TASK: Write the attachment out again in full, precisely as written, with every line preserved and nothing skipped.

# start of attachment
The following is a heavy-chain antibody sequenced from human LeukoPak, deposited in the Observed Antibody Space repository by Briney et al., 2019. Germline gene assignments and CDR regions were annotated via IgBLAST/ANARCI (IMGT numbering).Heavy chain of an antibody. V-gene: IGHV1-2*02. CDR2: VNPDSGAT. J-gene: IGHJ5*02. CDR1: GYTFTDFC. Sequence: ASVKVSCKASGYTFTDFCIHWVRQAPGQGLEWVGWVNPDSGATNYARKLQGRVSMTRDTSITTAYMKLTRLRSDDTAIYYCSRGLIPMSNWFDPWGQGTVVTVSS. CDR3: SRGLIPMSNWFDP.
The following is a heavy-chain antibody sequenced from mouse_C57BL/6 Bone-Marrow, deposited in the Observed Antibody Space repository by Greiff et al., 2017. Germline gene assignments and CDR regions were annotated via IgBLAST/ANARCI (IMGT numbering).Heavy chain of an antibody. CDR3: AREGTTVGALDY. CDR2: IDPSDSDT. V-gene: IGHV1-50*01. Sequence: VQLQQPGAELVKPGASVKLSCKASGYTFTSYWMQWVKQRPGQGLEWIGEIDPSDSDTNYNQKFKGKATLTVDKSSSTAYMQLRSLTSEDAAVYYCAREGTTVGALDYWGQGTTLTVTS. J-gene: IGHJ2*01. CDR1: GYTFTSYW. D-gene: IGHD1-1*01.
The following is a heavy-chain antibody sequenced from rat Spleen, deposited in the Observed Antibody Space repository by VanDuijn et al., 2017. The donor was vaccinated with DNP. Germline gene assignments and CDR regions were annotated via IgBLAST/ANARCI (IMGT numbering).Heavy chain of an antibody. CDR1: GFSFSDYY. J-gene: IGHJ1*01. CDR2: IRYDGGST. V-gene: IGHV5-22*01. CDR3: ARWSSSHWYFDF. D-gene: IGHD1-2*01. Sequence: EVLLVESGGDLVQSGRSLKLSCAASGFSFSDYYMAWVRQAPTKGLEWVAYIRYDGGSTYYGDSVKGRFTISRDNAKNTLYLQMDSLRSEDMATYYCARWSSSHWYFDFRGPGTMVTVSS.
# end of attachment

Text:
The following is a heavy-chain antibody sequenced from human LeukoPak, deposited in the Observed Antibody Space repository by Briney et al., 2019. Germline gene assignments and CDR regions were annotated via IgBLAST/ANARCI (IMGT numbering).Heavy chain of an antibody. V-gene: IGHV1-2*02. CDR2: VNPDSGAT. J-gene: IGHJ5*02. CDR1: GYTFTDFC. Sequence: ASVKVSCKASGYTFTDFCIHWVRQAPGQGLEWVGWVNPDSGATNYARKLQGRVSMTRDTSITTAYMKLTRLRSDDTAIYYCSRGLIPMSNWFDPWGQGTVVTVSS. CDR3: SRGLIPMSNWFDP.
The following is a heavy-chain antibody sequenced from mouse_C57BL/6 Bone-Marrow, deposited in the Observed Antibody Space repository by Greiff et al., 2017. Germline gene assignments and CDR regions were annotated via IgBLAST/ANARCI (IMGT numbering).Heavy chain of an antibody. CDR3: AREGTTVGALDY. CDR2: IDPSDSDT. V-gene: IGHV1-50*01. Sequence: VQLQQPGAELVKPGASVKLSCKASGYTFTSYWMQWVKQRPGQGLEWIGEIDPSDSDTNYNQKFKGKATLTVDKSSSTAYMQLRSLTSEDAAVYYCAREGTTVGALDYWGQGTTLTVTS. J-gene: IGHJ2*01. CDR1: GYTFTSYW. D-gene: IGHD1-1*01.
The following is a heavy-chain antibody sequenced from rat Spleen, deposited in the Observed Antibody Space repository by VanDuijn et al., 2017. The donor was vaccinated with DNP. Germline gene assignments and CDR regions were annotated via IgBLAST/ANARCI (IMGT numbering).Heavy chain of an antibody. CDR1: GFSFSDYY. J-gene: IGHJ1*01. CDR2: IRYDGGST. V-gene: IGHV5-22*01. CDR3: ARWSSSHWYFDF. D-gene: IGHD1-2*01. Sequence: EVLLVESGGDLVQSGRSLKLSCAASGFSFSDYYMAWVRQAPTKGLEWVAYIRYDGGSTYYGDSVKGRFTISRDNAKNTLYLQMDSLRSEDMATYYCARWSSSHWYFDFRGPGTMVTVSS.